The first ever study conducted jointly by Hivos, an international development organization and the Kenyan company, Sullivan Marketing on LGBT workplace diversity and inclusion among multinational businesses in Kenya has been released. Over 96 employees in 10 Multinational corporations participated in this pilot study.
An overwhelming 72.3% of employees rate Kenyan businesses poorly or fairly when asked their opinion of Kenyan businesses in terms of LGBT diversity and inclusion. A significant 23.4% were unaware of the Kenyan businesses efforts in terms of LGBT diversity and inclusion.
The study shows that approximately 2 out of 5 (38%) have little or no awareness of their company’s Diversity and Inclusion (D&I) policies.
“Workplaces around the world are becoming aware about LGBT issues, an increasing number of global organisations are creating and maintaining an inclusive workplace culture as top priority, many of them have globally inclusive policies that include LGBT. However, in Kenya where homosexuality is a social taboo and same-sex conduct is criminalized, it becomes a challenge to implement inclusive global diversity policies,” says Levis Maina, CEO of Sullivan Marketing and author of the report.
According to the study, over two-third (68.1%) of the employees strongly feel that companies that treat employees equally regardless of sexual orientation, race, culture or religion are more likely to be successful. On the other hand, while a majority of the respondents (57.4%) reveal that they strongly feel comfortable working and associating with LGBT co-workers, close to half (46.8%) say they take a passive approach, and when jokes or negative comments are made about LGBT people at work, they just ignore and let it go.
“Unsurprisingly, the study also showed that most of the multinationalshad not conducted any surveys regarding LGBT diversity and inclusion locally showing a lack of available data and information on this issue. Additionally, the majority of Human Resources managers consider the language of their company as hardly ever inclusive of LGBT, again revealing that a lot of work needs to be done in creating safe spaces and non-offensive language for LGBT employees,” added Levis Maina.
The findings of the study show that while there could be contextual challenges in the implementation of D&I programs that target LGBT employees, there is a strong business case for corporations. Close to 8 out of 10 employees (78.7%) feel strongly that employees who are comfortable being who they are at work are more productive, thus contributing to the success of the company.
Other than the legal framework, the study points out that some of the challenges in the implementation of LGBT inclusive strategies in Kenya include: negative attitudes shaped by culture, negative impact on the brand, lack of training and awareness on LGBT issues, dealing with customers and unconscious bias in policies and practices
Commenting on the findings of the study, Karen Hammink, Hivos’ Program Development Manager Sexual Rights & Diversity says, “International companies can be important change agents in this matter. They understand and recognise the value of diversity on the workfloor. Their global policies ensure respect for diversity. But it is difficult for them to put these policies in practice in a country like Kenya, where there are legal barriers and stigmatising sociocultural norms. This study examines how international companies deal with this dilemma. Hivos supported this research because we think that multinationals can contribute significantly to breaking the silence on sexual diversity. By opening up space to discuss diversity and LGBT-rights, and by recognising and supporting LGBT persons within their companies, they give an important message that goes beyond the workplace.”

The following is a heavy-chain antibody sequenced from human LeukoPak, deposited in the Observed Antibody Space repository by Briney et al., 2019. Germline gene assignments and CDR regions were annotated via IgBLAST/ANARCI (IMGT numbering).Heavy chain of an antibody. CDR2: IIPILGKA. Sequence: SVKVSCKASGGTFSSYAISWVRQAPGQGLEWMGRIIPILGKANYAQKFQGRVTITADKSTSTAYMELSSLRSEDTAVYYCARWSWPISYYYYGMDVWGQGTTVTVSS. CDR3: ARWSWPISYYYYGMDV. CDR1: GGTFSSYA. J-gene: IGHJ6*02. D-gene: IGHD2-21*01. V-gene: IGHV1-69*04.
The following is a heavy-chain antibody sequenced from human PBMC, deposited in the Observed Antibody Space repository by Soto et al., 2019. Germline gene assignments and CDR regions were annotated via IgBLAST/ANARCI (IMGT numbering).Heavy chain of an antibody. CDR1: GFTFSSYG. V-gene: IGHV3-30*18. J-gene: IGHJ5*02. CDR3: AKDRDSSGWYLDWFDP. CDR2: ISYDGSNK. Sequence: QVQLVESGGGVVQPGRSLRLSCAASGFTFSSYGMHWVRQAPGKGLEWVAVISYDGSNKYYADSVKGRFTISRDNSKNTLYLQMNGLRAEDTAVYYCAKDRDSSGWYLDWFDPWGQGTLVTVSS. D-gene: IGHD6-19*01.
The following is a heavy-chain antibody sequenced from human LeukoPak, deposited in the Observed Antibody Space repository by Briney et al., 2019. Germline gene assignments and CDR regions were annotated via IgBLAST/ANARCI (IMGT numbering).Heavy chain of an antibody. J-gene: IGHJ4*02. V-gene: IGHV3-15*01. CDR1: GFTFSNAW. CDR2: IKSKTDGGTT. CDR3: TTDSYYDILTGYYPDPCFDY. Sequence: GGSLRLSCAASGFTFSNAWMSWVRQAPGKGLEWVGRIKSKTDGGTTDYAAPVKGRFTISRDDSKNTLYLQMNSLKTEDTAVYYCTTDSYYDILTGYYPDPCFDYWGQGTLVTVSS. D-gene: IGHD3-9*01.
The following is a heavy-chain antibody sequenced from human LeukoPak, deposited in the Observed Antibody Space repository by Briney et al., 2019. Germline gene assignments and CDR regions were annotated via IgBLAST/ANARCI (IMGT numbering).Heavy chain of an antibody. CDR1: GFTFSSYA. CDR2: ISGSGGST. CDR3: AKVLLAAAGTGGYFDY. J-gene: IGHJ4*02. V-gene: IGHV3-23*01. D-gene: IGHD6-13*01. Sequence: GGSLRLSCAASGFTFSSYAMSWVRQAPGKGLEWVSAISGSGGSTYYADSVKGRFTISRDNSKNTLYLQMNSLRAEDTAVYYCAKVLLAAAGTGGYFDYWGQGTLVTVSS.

David Pollard, Executive Director of Workplace Pride Foundation encouraged the development of the research. He explains that, “the results are not too surprising to me; however I think the findings will be a very useful tool for many organizations who want to have an impact across their international markets”
The report concludes with specific recommendations that may help employers and other stakeholders in Kenya to create inclusive safe spaces and welcoming cultures for their LGBT employees. Some of the propositions include: diversity trainings, awareness campaigns and programmes, audits and charters; leadership support, allies and mentorship programs; longitudinal attitude-change monitoring; memberships to global diversity champion networks among others.
Sullivan Marketing and Hivos hope that the international companies who they often work with will look at the report and adapt their workplace to become more LGBT inclusive, but the real challenge is to engage with local Kenyan businesses.
In terms of the methodology, 30 multinational corporations in Kenya were approached of which 10 participated. The study used questionnaires, focus group discussions and key informant interviews as its research instruments and/or tools. From each of the 10 participating companies, a sample size of 10 employees was randomly selected. These 100 persons received a questionnaire, of which 96 were returned. Other than the questionnaires, four focus group discussions and ten key informant interviews with human resource managers, directors or equivalent managers were conducted.